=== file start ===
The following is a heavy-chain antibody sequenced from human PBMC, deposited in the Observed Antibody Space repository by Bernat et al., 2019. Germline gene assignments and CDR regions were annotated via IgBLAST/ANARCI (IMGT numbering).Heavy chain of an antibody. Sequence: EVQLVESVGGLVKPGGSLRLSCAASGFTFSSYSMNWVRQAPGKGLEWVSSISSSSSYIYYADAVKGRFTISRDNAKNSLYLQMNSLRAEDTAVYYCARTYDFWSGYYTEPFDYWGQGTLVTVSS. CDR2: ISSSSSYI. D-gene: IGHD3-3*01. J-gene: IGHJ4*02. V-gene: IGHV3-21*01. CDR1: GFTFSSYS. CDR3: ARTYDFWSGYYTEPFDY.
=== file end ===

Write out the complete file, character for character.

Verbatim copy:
The following is a heavy-chain antibody sequenced from human PBMC, deposited in the Observed Antibody Space repository by Bernat et al., 2019. Germline gene assignments and CDR regions were annotated via IgBLAST/ANARCI (IMGT numbering).Heavy chain of an antibody. Sequence: EVQLVESVGGLVKPGGSLRLSCAASGFTFSSYSMNWVRQAPGKGLEWVSSISSSSSYIYYADAVKGRFTISRDNAKNSLYLQMNSLRAEDTAVYYCARTYDFWSGYYTEPFDYWGQGTLVTVSS. CDR2: ISSSSSYI. D-gene: IGHD3-3*01. J-gene: IGHJ4*02. V-gene: IGHV3-21*01. CDR1: GFTFSSYS. CDR3: ARTYDFWSGYYTEPFDY.